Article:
When all was said and done, I managed to add nearly 80 books to my classroom library, including the titles from this year’s Florida Teens Read list, as well as several anthologies and novels written by people from all different cultures, backgrounds, sexual orientations, and genders. Finally, my students were able to see themselves on my shelves.

Within days of adding the new books, I had students who had shown little to no interest in reading browsing shelves, picking up titles, asking questions, and eventually, checking out new titles. Before adding the new-to-us books, I’d had only three students ask to check out a book. Currently, I have 22 books out, with previously ambivalent students showing signs of interest and requesting certain books be featured on First Chapter Fridays. Access isn’t always about physical presence. Sometimes, it’s simply about being seen, while seeking yourself. Sigma Tau Delta helped give that gift to my students, and it’s the best present I could have received this year.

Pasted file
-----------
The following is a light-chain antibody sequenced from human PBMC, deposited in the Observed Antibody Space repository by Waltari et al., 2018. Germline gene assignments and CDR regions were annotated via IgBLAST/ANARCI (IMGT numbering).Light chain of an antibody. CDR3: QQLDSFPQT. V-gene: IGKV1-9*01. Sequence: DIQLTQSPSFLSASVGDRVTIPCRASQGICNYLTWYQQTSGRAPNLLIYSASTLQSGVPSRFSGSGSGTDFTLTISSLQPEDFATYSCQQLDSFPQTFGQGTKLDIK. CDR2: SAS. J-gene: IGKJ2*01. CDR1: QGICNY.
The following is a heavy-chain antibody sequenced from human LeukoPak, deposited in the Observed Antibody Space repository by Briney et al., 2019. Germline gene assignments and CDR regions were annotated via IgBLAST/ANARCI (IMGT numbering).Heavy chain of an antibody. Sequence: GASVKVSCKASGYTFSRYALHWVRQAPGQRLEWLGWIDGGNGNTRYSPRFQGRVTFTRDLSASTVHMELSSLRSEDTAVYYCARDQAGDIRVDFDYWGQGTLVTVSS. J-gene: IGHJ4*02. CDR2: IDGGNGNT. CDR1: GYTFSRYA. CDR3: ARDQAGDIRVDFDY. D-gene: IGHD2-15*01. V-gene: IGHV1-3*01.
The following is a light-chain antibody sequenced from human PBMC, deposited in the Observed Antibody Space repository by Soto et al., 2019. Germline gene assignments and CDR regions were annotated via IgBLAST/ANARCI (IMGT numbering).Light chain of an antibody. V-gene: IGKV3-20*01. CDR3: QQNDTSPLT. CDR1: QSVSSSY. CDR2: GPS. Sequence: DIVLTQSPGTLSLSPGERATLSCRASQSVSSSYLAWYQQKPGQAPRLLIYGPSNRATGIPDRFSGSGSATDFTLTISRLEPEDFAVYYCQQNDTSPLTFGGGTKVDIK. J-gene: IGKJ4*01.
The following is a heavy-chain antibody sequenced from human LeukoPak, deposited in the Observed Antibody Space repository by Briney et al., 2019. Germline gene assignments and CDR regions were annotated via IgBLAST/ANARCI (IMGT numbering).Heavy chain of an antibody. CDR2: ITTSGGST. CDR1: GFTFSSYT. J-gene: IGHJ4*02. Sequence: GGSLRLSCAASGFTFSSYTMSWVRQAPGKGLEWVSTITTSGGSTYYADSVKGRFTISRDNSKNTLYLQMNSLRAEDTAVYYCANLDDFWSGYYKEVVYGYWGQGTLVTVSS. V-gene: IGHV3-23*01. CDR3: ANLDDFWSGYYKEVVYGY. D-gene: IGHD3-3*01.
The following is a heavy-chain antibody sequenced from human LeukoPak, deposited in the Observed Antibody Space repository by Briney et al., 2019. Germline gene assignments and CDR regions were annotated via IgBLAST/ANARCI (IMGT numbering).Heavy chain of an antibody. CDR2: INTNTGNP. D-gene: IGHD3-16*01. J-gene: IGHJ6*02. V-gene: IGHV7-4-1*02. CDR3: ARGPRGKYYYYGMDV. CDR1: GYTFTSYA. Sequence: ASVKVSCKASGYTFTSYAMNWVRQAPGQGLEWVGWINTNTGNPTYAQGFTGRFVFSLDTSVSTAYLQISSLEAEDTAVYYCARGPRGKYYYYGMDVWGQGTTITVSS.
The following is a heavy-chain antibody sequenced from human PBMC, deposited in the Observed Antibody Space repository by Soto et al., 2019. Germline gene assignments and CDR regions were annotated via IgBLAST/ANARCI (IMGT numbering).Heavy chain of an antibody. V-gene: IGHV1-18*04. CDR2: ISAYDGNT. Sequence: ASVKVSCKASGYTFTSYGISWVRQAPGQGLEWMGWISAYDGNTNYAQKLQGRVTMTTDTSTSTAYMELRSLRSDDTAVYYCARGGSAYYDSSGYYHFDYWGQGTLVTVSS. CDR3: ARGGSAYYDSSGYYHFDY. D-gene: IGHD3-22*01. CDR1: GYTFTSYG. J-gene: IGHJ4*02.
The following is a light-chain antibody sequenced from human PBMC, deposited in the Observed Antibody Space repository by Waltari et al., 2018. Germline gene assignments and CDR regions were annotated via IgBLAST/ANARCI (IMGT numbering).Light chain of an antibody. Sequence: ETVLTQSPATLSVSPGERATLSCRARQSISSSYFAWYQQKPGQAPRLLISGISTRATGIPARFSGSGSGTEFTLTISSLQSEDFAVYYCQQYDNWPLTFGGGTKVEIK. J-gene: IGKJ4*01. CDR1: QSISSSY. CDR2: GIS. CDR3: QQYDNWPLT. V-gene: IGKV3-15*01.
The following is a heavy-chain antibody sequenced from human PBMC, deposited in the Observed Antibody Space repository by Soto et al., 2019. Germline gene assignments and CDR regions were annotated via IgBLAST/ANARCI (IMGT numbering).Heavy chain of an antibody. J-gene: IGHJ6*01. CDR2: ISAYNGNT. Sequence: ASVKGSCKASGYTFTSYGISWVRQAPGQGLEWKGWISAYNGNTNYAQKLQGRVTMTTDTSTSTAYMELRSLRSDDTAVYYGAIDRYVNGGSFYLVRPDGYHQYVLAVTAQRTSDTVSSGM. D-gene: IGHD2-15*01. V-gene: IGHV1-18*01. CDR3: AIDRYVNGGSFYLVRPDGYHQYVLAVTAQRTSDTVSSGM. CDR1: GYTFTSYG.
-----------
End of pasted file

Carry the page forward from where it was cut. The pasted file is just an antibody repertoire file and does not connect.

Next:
Desiree Ascevich
Classroom Library Grant Recipient, 2022
Mainland High School, Volusia County
Daytona Beach, FL


Sigma Tau Delta Classroom Library Grants

Sigma Tau Delta’s Classroom Library Grants are designed to enhance the Society’s goals of

  • promoting interest in literature and language in the surrounding communities;
  • fostering all aspects of the discipline of English, including literature, language, and writing; and
  • serving society by fostering literacy.

The Classroom Library Grants are also intended to support our members who have entered the field of teaching and need material support to help achieve these goals through their work in the classroom by providing their students with a library in their own classrooms, especially where access to school or public libraries or to books in the home may be limited.